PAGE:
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First we partied…. 📸@catherinepowell

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“I guess the reason we keep making episodes is because there’s just too many great stories to tell,” she says of the industry-focused interviews. “I love this town, and I love telling the stories of this town.”

Bannen herself is a chapter out of Nashville’s playbook, proving that you can write your own definition of success. Having experienced both the highs and the lows of the music business, she’s at a point in her career—and her life—where she clearly defines success by the caliber of people surrounding her.

“I feel like I have legitimately worshiped at the altar of my music career,” the singer admits. I love music more than anything else in my life, but it’s not enough. At the end of the day, who loves you? At the end of the day, who doesn’t care if you’ve just slayed Madison Square Garden or you had a writer’s round that nobody came to? I don’t know how you can be successful for very long without really good people around you.”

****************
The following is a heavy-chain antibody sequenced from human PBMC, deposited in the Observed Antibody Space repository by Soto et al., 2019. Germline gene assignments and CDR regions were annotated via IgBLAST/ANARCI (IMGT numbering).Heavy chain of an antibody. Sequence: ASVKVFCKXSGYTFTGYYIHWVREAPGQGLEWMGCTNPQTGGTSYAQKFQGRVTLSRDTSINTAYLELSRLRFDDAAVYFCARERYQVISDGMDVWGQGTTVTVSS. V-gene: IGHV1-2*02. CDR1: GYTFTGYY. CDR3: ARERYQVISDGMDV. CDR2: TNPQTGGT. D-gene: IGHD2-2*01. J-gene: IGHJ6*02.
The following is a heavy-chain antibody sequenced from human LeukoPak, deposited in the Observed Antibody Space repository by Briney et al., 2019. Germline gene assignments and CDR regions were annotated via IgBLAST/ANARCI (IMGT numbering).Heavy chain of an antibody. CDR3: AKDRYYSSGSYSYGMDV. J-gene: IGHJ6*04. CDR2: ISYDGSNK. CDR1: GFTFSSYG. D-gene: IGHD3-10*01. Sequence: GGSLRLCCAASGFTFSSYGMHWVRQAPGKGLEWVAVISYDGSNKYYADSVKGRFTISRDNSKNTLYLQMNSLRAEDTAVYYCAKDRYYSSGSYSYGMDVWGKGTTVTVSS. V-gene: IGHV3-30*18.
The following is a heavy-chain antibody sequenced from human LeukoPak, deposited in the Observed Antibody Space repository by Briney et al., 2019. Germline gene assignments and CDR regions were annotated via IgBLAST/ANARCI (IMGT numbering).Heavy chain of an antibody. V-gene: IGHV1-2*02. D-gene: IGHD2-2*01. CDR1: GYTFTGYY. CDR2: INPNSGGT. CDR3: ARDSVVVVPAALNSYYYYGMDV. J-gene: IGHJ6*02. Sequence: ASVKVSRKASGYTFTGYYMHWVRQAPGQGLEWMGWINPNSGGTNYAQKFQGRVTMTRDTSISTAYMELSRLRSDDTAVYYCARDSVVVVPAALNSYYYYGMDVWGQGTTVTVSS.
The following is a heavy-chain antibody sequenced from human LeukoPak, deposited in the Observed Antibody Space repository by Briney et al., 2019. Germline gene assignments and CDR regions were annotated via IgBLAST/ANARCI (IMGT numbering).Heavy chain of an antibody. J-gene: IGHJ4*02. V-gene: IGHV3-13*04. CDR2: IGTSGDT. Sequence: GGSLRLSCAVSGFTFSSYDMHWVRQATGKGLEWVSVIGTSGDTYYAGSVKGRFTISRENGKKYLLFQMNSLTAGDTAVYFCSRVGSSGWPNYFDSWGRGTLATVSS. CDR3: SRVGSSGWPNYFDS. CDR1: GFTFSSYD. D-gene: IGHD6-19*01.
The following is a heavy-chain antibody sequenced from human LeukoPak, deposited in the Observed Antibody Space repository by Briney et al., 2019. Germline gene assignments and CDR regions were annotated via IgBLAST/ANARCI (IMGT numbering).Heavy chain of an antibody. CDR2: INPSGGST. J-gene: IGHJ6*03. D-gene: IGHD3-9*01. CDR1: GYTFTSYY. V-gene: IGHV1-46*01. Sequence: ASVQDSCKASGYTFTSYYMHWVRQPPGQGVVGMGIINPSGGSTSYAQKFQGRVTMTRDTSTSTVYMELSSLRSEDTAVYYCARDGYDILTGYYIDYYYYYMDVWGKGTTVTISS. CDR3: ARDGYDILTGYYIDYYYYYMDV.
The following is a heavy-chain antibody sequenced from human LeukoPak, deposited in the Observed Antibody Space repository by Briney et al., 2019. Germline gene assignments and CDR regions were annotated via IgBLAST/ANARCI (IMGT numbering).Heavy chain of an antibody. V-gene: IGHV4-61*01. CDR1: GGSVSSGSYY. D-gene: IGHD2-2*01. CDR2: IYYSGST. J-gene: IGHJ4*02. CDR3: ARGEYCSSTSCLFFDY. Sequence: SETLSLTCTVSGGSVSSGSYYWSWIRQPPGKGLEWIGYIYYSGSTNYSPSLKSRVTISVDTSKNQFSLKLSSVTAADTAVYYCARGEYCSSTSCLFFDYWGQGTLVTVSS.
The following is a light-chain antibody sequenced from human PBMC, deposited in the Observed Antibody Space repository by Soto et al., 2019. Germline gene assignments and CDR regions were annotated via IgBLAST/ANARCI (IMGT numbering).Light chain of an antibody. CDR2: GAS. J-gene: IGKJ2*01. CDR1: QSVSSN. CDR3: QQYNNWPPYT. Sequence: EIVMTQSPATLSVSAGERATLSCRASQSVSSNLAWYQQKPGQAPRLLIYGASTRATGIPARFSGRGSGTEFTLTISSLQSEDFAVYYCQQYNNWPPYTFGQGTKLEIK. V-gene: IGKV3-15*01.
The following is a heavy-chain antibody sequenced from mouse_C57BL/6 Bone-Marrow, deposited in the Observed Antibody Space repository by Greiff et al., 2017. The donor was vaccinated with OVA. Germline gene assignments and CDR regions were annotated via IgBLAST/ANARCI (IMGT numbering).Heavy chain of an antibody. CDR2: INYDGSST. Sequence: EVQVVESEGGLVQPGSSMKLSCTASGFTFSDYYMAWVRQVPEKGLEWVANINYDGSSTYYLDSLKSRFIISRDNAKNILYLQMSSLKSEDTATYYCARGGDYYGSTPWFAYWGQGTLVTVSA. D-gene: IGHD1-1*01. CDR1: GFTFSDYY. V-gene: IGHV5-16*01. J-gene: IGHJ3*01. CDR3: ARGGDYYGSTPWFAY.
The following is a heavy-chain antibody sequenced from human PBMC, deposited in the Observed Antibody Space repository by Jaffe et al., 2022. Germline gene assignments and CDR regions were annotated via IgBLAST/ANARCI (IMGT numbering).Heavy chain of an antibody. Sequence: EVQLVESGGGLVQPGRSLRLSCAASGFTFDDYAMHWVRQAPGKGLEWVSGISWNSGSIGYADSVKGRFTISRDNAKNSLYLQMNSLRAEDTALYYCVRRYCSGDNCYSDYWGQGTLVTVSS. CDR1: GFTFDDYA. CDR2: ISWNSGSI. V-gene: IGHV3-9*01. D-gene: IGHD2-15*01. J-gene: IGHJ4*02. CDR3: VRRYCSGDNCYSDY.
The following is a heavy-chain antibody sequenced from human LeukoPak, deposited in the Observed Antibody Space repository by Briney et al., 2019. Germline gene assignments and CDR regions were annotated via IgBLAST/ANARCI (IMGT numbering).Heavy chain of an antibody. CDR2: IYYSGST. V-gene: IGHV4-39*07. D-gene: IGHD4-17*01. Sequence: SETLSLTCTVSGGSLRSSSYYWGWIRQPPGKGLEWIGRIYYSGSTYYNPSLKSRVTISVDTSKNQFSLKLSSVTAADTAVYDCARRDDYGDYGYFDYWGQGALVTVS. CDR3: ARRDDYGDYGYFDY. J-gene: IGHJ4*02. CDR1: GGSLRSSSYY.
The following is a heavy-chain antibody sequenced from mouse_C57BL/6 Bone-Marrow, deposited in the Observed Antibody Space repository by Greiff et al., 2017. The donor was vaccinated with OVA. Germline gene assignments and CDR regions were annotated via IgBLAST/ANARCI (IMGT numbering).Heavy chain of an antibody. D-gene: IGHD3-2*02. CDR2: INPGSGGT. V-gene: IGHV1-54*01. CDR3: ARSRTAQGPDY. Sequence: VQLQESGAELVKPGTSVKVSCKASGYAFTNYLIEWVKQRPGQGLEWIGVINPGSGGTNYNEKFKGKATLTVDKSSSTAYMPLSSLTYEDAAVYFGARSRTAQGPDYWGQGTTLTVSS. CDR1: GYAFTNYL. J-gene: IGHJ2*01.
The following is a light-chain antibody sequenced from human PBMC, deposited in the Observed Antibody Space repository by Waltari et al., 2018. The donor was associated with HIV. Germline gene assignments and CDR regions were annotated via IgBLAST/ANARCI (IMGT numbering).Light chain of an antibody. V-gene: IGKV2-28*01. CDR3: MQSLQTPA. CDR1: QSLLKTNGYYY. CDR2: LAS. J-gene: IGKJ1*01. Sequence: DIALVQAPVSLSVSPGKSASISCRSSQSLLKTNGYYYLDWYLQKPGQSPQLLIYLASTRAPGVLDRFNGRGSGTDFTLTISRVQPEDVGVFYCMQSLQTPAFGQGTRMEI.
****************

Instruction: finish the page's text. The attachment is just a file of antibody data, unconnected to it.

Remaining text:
Snapshots of the significant people supporting Bannen are sprinkled throughout Favorite Colors’ 14 tracks, many of which are autobiographical. The selections that don’t tell her story word-for-word mirror emotions she’s felt at one time or another, and all of them are projected through the prism of her empowered feminine perspective.

“I love a good ‘girl in a truck’ song. I do. I don’t have a problem with those songs. I might want to be the girl in the passenger seat; but sometimes, I want to be the girl in the driver’s seat,” Bannen says. “My hope is that anybody listening to these songs would feel permission to wear those multiple roles, as well. For somebody who needs a lot of permission, like me, I hope my album is somebody else’s permission.”